Baby is cranky; I’m trying to get him to sleep. If he doesn’t sleep, then I will try to teach him how to crawl or just play with him.

chores and running errands like paying bills online, doing dishes and laundry, cleaning the car, washing more bottles, and going to the grocery store.

6 - 10 p.m. If I’m lucky

12:45 a.m. I wake up to feed and change the baby; I am trying to get some sleep.

2 a.m. Yet again I am up

to feed and change the baby; still trying to get some sleep.

4 a.m. One more time, I

wake up to feed and change the baby; will I ever get back to sleep?

6 a.m. The routine begins

again; it’s the story of my life.

photo by Robin Medina

“I feel both a

responsibility and a duty, as school is about to end, but life as a mom has just started.”

-Stacy Young


6 - Lifestyles & Entertainment

El Tejano

n i l ’ y t s e e r

BMXers risk all for passion

by Corinne Kelley

F

“No Rollerblades, Skateboards, or Bicycles allowed,” reads a white tin sign with black lettering, above the school’s main entrance. However, in the bike rack is a row of neatly lined multicolored BMX bikes. At 4:06 p.m., when school is over and the bell has rung for the last time that day, a group of students linger in front of the school. Despite the sign, the BMX bikes have been unchained and their owners are working at mastering their sport. BMX can be painful at times as these bikers practice to perfect their crankflips, tire taps, 360’s, lard yards, manuals, cyclones, gaps, dark sides, and hoppers. “[It takes] patience, time, cuts, and bruises,” Casey Garcia (11) said, in reference to what it takes to perfect those Twister tricks. Working to perfect Bicycle Moto his trick, Michael Martin (12) performs Cross (BMX) a cyclone. To do a was invented cyclone, the BMXer during the rides on one side of the bike in a circular early 1970’s in course. “It grabs California when peoples’ attention, a few youthful Martin said. courtesy photo bike riders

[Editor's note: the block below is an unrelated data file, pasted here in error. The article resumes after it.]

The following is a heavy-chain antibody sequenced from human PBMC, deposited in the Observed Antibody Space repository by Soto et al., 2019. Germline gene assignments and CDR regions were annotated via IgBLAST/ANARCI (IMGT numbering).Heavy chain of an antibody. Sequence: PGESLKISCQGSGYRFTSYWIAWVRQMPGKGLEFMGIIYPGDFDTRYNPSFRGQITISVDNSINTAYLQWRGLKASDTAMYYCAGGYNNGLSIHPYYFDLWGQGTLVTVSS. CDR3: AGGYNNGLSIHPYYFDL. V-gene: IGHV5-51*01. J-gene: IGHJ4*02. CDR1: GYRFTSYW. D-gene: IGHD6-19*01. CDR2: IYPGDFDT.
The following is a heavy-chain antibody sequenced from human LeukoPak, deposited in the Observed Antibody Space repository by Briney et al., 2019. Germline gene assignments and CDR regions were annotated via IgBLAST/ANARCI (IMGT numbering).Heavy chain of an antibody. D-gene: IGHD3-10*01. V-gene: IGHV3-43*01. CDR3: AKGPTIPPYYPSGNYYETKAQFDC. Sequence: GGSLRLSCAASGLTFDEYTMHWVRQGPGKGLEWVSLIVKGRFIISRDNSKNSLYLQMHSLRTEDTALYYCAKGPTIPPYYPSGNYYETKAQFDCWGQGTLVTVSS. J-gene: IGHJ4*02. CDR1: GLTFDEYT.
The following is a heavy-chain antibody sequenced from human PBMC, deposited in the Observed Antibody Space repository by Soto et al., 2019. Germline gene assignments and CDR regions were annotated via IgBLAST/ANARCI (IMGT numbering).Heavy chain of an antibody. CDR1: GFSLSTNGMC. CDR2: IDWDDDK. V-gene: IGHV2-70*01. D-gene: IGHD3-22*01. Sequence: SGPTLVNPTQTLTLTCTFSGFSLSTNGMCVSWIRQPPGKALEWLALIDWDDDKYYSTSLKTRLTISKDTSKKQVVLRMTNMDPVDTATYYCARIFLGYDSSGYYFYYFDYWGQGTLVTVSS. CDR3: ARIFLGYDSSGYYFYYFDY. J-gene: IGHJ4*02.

started to imitate their motor cross motorcycle heroes on their bikes. In 1976, instead of imitating motorcyclists, riders began to copy skateboarder tricks with their bikes, and freestyle BMX was born. The sport soon gained popularity and young people everywhere, like James Morales (11), embraced the hybrid sport. “I saw someone do a trick, thought it would be fun to start, and have not stopped since,” Morales said. Corpus Christi does not currently have an area for BMX riders to practice. The city banned bikes from the Cole Park Skate Park due to safety concerns about the crumbling concrete caused by the bicycles’ pegs. Instead, BMX riders make due with what is around them by using benches, curbs, walls, or handrails to gain leverage for tricks, which can be a violation of some property codes. Despite these violations, bikers don’t think they are doing anything wrong. “We don’t hurt anybody at all and people love watching us. We’re entertaining,” Ashton Guerrero (10) said. Despite the pain associated with mastering tricks and the occasional trouble they get into, BMX is a sport these bikers feel passionate about. That passion makes it all worth it for them.

Are you

Naughty

1.

or

Nice?

When you see an unclaimed text book in the hall, you… A) take it to Mr. Knoy. B) throw it away in the trash.

2. When a student in front of you drops her stuff on the floor, you… A) help her pick them up. B) make a fart noise when she bends over.

3.

You have a big exam and didn’t study for it, so you… A) try your hardest and hope you pass B) staple the answers to the bottom of your shoe and hope that no one sees

4. You’re running late to your class that’s in the

science building, so you… A) park in your assigned parking spot in the student parking lot. B) park in the spot reserved for the handicapped.

5.

6.